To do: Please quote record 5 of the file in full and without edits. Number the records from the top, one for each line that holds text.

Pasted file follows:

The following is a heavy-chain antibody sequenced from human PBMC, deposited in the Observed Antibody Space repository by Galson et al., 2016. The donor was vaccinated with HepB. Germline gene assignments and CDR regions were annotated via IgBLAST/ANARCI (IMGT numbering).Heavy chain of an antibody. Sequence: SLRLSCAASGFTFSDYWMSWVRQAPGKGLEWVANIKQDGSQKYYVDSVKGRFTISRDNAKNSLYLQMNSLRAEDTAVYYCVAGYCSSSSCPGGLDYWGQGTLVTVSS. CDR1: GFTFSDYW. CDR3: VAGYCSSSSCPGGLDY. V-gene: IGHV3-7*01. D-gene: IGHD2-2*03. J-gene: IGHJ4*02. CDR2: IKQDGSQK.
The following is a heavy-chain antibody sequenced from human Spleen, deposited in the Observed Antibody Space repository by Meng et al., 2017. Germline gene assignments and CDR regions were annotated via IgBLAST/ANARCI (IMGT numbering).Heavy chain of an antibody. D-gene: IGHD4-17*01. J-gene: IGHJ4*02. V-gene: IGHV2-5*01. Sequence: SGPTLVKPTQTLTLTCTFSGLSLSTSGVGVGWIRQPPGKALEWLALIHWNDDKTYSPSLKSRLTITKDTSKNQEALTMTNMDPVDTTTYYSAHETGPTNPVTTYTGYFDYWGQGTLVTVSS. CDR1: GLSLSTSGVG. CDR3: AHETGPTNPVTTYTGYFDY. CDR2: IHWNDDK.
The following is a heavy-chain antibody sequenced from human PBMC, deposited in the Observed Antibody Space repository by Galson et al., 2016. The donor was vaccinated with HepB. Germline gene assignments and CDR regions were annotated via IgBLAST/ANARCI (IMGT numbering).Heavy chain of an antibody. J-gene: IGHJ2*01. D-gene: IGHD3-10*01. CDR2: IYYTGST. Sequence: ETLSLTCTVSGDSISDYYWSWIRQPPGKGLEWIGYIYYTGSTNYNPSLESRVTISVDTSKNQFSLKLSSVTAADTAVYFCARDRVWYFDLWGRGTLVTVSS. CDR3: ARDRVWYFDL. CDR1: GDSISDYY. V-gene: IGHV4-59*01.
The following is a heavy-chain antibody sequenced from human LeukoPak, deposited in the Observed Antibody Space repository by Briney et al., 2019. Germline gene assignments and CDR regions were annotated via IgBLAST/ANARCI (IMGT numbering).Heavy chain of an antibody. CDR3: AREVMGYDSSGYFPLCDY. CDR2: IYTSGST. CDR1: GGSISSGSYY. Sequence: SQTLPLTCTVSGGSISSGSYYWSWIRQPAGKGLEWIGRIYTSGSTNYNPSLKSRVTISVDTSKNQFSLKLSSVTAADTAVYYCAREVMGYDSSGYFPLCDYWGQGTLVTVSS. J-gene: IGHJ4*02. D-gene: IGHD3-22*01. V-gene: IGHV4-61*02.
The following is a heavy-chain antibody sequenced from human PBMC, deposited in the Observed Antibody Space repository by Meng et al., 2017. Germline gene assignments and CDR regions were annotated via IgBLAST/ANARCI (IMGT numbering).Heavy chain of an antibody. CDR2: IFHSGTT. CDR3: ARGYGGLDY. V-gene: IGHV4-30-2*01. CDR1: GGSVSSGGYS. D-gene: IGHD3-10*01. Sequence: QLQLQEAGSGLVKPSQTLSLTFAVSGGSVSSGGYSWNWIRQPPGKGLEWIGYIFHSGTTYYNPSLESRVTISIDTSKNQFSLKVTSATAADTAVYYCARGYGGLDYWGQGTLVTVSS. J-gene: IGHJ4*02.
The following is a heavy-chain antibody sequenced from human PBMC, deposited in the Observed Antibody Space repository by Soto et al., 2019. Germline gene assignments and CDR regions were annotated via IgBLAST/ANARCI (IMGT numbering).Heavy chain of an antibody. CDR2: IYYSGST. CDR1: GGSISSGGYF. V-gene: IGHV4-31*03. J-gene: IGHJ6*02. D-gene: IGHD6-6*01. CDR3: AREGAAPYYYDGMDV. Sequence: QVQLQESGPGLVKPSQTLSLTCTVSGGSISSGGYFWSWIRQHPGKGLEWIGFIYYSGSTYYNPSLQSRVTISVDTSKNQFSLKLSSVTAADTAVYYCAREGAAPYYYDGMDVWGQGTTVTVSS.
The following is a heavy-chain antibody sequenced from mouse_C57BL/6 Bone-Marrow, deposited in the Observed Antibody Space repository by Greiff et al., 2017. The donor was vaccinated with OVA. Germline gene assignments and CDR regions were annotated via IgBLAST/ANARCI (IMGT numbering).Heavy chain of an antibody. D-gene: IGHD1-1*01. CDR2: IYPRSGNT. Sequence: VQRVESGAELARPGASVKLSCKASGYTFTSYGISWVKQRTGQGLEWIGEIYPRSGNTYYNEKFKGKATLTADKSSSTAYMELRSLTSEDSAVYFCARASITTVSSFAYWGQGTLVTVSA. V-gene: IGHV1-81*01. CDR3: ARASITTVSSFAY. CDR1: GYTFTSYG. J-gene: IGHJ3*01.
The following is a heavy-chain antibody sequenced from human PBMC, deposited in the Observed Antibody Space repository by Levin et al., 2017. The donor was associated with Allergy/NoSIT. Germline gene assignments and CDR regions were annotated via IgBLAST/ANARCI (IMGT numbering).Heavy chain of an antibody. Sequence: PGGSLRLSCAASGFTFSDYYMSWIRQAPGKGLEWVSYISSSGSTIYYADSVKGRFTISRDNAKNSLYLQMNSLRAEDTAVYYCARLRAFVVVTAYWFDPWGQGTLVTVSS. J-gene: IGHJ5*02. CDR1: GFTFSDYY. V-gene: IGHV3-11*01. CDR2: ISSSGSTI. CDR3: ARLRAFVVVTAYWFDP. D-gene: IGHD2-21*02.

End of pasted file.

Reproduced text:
The following is a heavy-chain antibody sequenced from human PBMC, deposited in the Observed Antibody Space repository by Meng et al., 2017. Germline gene assignments and CDR regions were annotated via IgBLAST/ANARCI (IMGT numbering).Heavy chain of an antibody. CDR2: IFHSGTT. CDR3: ARGYGGLDY. V-gene: IGHV4-30-2*01. CDR1: GGSVSSGGYS. D-gene: IGHD3-10*01. Sequence: QLQLQEAGSGLVKPSQTLSLTFAVSGGSVSSGGYSWNWIRQPPGKGLEWIGYIFHSGTTYYNPSLESRVTISIDTSKNQFSLKVTSATAADTAVYYCARGYGGLDYWGQGTLVTVSS. J-gene: IGHJ4*02.